Cheese is serious business for the French; their citizenship tests even include fromage-related questions.
But French President Emmanuel Macron and his entourage will be served American-made cheese at the White House on Thursday, which is on the menu curated by First Lady Jill Biden.
The Bidens are hosting their first state dinner, a grand affair in Washington for visiting heads of state.
It's a delicate display of soft power some six months in the making.
From the guest list to the menu to the seating plan, every detail of these dinners calls for the meticulous attention of the first lady, the State Department, and a brigade of White House aides and chefs.
Scores of world leaders visit Washington every year but only a few ever get a state dinner, at the discretion of the US president and on the recommendation of his foreign policy advisors.
A diplomatic charm offensive, the first ever state dinner was held in 1874 when US President Ulysses Grant welcomed King David Kalakua of the Kingdom of Hawaii to the White House, and the tradition has continued under most presidents since then.
Thursday's event will see 300 to 400 guests join President Joe Biden, President Macron and their wives inside a large heated tent on the complex's South Lawn, and will feature a live musical performance from Jon Batiste, the former musical director of The Late Show with Stephen Colbert.
Guests will dine on a menu that includes caviar, sparkling wine, 200 live lobsters and - most notably - a cheese course highlighted by blue cheese from Oregon.
The Rogue River Blue Cheese was the first American product to ever win the World Cheese Awards, back in 2019 - making its appearance at the dinner "a touch of American soft power", as one French news outlet put it.
"We hope that the French citizens everywhere feel the warmth of our welcome," Mrs Biden said on Wednesday. "May our friendship grow stronger, our ties deeper and our futures brighter as we deepen our partnership."
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This dinner comes nearly two years into Joe Biden's presidency. It is one of the longer waits for a president to host his first state dinner, a reflection of the Covid-19 pandemic's outsized impact on the 80-year-old's time in office.
It also marks a second US state dinner for Mr Macron, 44. He was the first recipient of a state dinner hosted by President Donald Trump, in 2018.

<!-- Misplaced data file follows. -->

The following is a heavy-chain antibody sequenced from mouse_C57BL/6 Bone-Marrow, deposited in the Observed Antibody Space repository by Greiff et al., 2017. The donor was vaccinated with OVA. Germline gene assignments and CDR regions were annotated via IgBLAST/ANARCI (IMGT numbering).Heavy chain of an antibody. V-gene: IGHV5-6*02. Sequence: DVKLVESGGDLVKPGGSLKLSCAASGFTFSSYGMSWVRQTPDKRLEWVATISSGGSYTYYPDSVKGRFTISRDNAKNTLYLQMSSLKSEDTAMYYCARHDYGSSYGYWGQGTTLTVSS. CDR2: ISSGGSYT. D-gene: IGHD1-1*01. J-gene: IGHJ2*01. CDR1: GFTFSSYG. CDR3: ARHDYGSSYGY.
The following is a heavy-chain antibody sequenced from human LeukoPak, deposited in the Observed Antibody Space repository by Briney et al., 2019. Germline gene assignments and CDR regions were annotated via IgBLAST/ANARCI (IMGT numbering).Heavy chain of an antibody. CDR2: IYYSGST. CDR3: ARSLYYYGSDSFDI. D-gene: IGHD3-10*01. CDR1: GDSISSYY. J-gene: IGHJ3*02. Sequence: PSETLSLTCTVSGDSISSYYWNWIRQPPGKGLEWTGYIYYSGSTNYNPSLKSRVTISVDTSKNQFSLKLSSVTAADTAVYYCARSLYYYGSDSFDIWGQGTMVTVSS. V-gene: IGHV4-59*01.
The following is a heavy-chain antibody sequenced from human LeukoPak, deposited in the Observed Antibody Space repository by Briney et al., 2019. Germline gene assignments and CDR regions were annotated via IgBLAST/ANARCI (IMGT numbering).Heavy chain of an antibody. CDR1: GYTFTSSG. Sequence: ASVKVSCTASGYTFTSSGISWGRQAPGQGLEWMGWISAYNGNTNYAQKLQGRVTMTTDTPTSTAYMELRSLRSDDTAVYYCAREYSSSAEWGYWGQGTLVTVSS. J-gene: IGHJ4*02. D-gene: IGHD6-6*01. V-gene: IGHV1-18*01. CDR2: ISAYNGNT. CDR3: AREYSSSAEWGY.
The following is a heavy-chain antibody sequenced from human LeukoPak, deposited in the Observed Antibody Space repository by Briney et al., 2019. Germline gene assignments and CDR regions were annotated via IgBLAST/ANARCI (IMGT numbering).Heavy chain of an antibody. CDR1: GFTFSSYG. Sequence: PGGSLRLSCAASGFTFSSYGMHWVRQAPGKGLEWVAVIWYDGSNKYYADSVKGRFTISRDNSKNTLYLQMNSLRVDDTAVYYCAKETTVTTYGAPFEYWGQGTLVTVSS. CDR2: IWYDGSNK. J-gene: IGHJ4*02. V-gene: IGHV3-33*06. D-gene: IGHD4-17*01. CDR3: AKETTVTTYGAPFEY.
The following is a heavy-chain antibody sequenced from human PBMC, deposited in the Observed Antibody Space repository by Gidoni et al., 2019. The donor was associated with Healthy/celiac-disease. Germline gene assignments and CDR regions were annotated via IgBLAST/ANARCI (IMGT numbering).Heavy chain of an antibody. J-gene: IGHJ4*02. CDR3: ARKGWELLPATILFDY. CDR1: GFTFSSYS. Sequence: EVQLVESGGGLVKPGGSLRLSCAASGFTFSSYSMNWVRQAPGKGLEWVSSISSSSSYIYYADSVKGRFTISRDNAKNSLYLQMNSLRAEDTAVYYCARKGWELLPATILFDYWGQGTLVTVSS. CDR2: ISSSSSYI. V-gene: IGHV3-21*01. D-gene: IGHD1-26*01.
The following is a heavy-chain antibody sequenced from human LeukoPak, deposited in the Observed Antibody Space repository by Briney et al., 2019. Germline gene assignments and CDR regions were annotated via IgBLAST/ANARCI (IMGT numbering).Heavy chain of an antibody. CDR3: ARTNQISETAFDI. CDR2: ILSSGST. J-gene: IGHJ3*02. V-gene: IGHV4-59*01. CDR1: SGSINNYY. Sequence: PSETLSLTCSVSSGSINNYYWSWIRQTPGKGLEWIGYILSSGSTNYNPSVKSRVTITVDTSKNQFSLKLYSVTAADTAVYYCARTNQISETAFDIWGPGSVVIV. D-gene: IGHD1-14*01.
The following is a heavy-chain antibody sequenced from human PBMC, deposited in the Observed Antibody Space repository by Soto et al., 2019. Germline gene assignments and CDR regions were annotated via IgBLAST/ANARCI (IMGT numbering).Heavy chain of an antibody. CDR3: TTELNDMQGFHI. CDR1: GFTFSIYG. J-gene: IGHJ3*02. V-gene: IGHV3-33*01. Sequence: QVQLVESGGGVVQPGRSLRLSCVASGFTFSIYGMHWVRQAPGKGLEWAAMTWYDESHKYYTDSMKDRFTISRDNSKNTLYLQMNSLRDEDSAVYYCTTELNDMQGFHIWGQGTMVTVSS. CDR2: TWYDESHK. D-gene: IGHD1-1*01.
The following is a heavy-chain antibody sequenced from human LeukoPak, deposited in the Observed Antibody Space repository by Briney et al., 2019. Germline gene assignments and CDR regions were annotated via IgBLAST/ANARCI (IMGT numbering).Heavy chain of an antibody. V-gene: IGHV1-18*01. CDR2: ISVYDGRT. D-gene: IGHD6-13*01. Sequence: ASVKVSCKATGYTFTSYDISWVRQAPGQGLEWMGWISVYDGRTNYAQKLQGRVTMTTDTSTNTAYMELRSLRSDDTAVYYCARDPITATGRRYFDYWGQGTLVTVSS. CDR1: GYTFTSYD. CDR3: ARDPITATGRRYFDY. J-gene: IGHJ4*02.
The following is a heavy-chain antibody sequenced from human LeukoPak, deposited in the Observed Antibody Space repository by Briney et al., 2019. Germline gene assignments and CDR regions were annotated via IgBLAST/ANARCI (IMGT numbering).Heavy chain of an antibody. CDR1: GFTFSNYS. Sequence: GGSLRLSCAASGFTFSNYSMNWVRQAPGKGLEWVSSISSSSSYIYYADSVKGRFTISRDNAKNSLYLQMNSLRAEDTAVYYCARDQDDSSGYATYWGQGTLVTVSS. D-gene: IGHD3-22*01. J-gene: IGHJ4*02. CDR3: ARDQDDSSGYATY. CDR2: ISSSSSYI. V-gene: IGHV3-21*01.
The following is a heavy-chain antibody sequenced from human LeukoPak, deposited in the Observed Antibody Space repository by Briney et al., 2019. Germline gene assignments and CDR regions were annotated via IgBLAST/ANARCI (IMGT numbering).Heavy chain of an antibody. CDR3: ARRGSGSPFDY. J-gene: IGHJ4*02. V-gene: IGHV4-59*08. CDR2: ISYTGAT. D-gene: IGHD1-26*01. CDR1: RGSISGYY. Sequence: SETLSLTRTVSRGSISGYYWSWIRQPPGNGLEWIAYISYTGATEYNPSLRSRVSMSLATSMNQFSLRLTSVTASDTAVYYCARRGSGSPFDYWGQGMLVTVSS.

The US often refers to France as its oldest ally and, when asked on Thursday why the French leader was picked as his first guest, Mr Biden said: "Because he is my friend."
But the truth is a lot more complicated. While the two leaders appear to have a warm personal relationship, they have lately had to smooth over a couple of major policy differences.
Last year, Mr Macron was incensed by a joint defence pact between the US, UK and Australia that cost France a submarine contract worth billions of dollars.
The French president recalled his ambassador in Washington and his foreign minister called the move "a stab in the back", forcing Mr Biden to publicly acknowledge the deal's rollout had been "clumsy".
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On Wednesday, the first day of Mr Macron's visit, he sharply criticised his US counterpart's recently-passed legislation - the Inflation Reduction Act (IRA) .
Climate subsidies offered under the IRA give American companies an advantage over European ones that would be "super aggressive for our business people", Mr Macron is reported to have said during a meeting with US lawmakers.
The French just want "to be respected as a good friend", he added.
The White House has responded that it does not see the growth of the global clean energy sector as "a zero-sum game" and will seek "a constructive path of engagement with the EU [European Union]".
In a joint news conference on Thursday, Mr Biden said the two countries had found common cause on major issues, including the war in Ukraine.
On the IRA he said: "We had a detailed discussion."
"We want to succeed together, not one against the other," Mr Macron added.
Ahead of the dinner, Mr Biden will also face a point of contention closer to home - he is in a bit of hot water over the butter-poached Maine lobsters he is serving.
"The lobster on the White House menu comes from a fishery with well-documented risks to the remaining 340 critically endangered North Atlantic right whales that are often entangled in fishing gear," Gib Brogan, a campaign manager at conservation advocacy group Oceana, said on Wednesday.
"Smarter choices would include a menu with wild Gulf shrimp or Atlantic scallops from US fisheries that have tackled endangered species problems head-on and developed effective ways to minimize risk."
The choice of lobsters also riled several Maine elected officials, who criticised the White House for serving the dish while the lobster industry is facing new federal regulations related to whale conservation.
Governor Janet Mills tweeted that she urged the Biden administration "to recognise that all Maine lobstermen want is the opportunity to continue providing this product for people to enjoy without the federal government crushing them under the weight of burdensome, scientifically-questionable regulations".